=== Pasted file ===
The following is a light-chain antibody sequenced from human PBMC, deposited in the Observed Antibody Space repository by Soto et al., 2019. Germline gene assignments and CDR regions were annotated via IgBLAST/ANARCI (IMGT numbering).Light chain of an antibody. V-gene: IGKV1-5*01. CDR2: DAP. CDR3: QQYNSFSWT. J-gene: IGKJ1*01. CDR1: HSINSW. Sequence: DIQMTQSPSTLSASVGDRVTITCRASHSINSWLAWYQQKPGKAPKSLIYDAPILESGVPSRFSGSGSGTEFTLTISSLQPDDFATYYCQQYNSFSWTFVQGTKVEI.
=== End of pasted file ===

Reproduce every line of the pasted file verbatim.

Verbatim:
The following is a light-chain antibody sequenced from human PBMC, deposited in the Observed Antibody Space repository by Soto et al., 2019. Germline gene assignments and CDR regions were annotated via IgBLAST/ANARCI (IMGT numbering).Light chain of an antibody. V-gene: IGKV1-5*01. CDR2: DAP. CDR3: QQYNSFSWT. J-gene: IGKJ1*01. CDR1: HSINSW. Sequence: DIQMTQSPSTLSASVGDRVTITCRASHSINSWLAWYQQKPGKAPKSLIYDAPILESGVPSRFSGSGSGTEFTLTISSLQPDDFATYYCQQYNSFSWTFVQGTKVEI.